New legislation
Justification for restrictions
Vertical restrictions
Comment


An aspect to consider in merger and acquisition (M&A) transactions is the need for government approvals. By European standards, Spain had a somewhat liberal legislation, which previously only required reporting of the investment by a non-Spanish investor (a horizontal restriction) except for certain strategic sectors for reasons of public policy and security (a vertical restriction) where approval was required.

New legislation

This has changed since Royal Decree Laws 34/2020 and 20/2022. The new legislation requires official approval if a foreign investor acquire 10% or more of the corporate capital of a Spanish company or the control of the Spanish company (by way of a merger or by appointing most directors). This restriction applies to:

  • investors of third countries (which are not members of the European Union);
  • investors of member countries of the European Union when such investors are controlled by a non-European entity; or
  • a non-European entity that has direct or indirect shareholders exceeding 25% of the capital or voting rights of the European investor.

The legislation has also expanded vertical restrictions applicable to certain sectors of the Spanish economy. There has been recent trend in which countries that were previously very liberal have now introduced foreign investment restrictions, and Spain is no exception to this. An example of this is the recent National Security and Investment Law (2021) in the United Kingdom.

Justification for restrictions

In their preambles, the new laws give vague justifications for the new restrictive regime by referring to:

  • the impact of the pandemic;
  • geopolitical tensions;
  • disruption in the value chain; and
  • instability in the financial markets.

However, there are other reasons for the regime – namely, the decline of share prices in the Spanish stock market that are creating a takeover threat by aggressive investors and funds wishing to control the largest corporations of the Spanish economy at a low share price. However, the horizontal restrictions are temporary, as they will be removed after 31 December 2024. It is curious that, prior to Spain joining the European Union, horizontal restrictions were driven by balance of payments and employment or technology considerations. In other words, foreign investors were directed to sectors that would increase exports, ensure a better training of local employees or promote innovation. Nowadays, the parameter seems to have moved to protect entrenched interests in local listed companies, meaning, in the words of journalist Martin Wolf, the "plutocratic class" with close connections with the political establishment.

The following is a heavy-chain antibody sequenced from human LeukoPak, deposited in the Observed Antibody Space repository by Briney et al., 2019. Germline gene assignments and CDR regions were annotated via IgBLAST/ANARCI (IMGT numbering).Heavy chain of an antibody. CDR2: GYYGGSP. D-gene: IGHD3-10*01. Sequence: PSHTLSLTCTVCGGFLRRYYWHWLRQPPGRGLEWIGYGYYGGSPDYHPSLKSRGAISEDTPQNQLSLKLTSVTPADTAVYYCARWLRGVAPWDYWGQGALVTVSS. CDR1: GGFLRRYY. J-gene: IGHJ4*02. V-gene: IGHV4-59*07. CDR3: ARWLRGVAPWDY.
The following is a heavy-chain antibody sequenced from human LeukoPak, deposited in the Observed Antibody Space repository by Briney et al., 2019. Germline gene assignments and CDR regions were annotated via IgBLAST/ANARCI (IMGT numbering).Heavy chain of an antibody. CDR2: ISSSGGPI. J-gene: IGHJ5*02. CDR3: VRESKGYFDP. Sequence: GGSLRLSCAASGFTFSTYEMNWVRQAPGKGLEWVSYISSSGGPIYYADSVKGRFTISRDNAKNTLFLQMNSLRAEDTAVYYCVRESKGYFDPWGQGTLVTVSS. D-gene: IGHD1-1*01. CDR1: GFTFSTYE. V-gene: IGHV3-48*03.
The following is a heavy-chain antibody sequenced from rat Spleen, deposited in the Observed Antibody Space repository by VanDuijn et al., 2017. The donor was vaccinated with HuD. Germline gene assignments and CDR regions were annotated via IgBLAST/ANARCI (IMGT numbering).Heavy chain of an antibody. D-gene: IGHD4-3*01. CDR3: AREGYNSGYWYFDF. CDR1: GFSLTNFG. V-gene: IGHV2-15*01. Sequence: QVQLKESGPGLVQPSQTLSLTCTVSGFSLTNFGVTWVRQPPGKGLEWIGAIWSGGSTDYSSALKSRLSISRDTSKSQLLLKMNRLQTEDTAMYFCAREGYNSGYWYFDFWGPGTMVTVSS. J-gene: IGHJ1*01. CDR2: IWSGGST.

Vertical restrictions

Regarding vertical restrictions, the new legislation has reinstated the existing restrictions on:

  • critical infrastructure;
  • double use of technology;
  • telecoms;
  • defence and the aerospace industry;
  • energy and oil; and
  • food security.

It has also expanded them to new areas such as:

  • digital infrastructure;
  • semiconductors;
  • artificial intelligence;
  • cybersecurity;
  • nuclear energy storage;
  • nanotechnology;
  • data protection; and
  • mass media.

Certain restrictions are difficult to understand, such as the licensing for the acquisitions of newspapers and TV channels. The reason for this may be the influence of TV and certain newspapers in public opinion during electoral periods. An example was the government veto of the takeover by Vivendi of the El País newspaper. Regarding semiconductors, the restrictions seem premature, as Spain does not have a manufacturing base, so an open policy would make more sense. In defence, the government decisions have been erratic. Santa Barbara SA, the manufacturer of a version of the Leopard tank is an affiliate of General Dynamics. In Indra, a participant in the future European combat aircraft, there is a significant stake of non-Spanish shareholders.

Comment

Vertical restrictions are now greater, but their enforcement depends very much on political vagaries. All of this amounts to a recommendation that a potential investor carries out prudent due diligence to ascertain any political charge before embarking on a M&A transaction in certain sectors.

For further information on this topic please contact Alfonso Lopez-Ibor or Olivia López-Ibor Jaume at López-Ibor Abogados by telephone (+34 915 21 78 18) or email ([email protected] or [email protected]). The López-Ibor Abogados website can be accessed at www.lopez-iborabogados.com.